Giving a fresh insight into how oceans affect climate change, a new study shows that carbon stored in deep in the Southern Ocean, re-connected with the atmosphere, drives a rise in atmospheric CO2 and climate change.
There were heavy concentrations of dissolved CO2 in surface waters of the Southern Atlantic Ocean which coincided with the rises in atmospheric CO2 at the end of the last ice age.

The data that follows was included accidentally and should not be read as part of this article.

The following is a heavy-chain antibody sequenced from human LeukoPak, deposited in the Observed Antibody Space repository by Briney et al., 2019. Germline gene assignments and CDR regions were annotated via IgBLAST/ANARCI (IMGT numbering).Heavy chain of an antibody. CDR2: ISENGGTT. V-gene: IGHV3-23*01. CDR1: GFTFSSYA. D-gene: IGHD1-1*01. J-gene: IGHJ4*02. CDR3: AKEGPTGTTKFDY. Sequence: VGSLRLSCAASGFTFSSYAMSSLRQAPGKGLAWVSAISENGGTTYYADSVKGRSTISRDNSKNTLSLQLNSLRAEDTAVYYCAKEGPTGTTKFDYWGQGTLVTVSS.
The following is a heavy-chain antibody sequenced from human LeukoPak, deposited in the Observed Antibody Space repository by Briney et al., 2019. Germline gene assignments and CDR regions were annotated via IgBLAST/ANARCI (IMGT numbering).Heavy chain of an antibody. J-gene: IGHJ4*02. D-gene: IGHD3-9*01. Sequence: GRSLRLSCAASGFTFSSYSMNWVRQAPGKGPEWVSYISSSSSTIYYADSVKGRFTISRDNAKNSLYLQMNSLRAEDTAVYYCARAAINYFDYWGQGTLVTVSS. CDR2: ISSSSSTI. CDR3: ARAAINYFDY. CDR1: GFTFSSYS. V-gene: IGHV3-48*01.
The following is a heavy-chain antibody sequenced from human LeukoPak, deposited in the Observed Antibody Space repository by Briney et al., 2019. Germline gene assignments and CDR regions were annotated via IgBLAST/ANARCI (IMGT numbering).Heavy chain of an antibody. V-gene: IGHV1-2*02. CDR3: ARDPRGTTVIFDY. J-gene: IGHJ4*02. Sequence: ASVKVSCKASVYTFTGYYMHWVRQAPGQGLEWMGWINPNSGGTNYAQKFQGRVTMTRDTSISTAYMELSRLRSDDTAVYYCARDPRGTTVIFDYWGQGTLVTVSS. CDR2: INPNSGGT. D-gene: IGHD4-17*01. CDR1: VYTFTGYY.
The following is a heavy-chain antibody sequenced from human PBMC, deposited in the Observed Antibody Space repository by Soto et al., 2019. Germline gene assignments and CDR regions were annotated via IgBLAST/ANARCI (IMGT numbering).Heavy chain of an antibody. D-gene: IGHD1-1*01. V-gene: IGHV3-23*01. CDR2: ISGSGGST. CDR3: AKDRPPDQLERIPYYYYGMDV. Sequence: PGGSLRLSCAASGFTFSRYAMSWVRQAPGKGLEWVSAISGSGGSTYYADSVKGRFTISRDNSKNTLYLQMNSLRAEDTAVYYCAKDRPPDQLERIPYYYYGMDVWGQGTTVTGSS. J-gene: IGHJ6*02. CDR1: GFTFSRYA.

So, these regions acted as sources of CO2 to the atmosphere.
Currently, the oceans contain around 60 times more carbon than the atmosphere and that carbon can exchange rapidly between these two systems.
“The magnitude and rapidity of the swings in atmospheric CO2 across the ice age cycles suggests that changes in ocean carbon storage are important drivers of natural atmospheric CO2 variations,” said Miguel Martinez-Boti from the University of Southampton.
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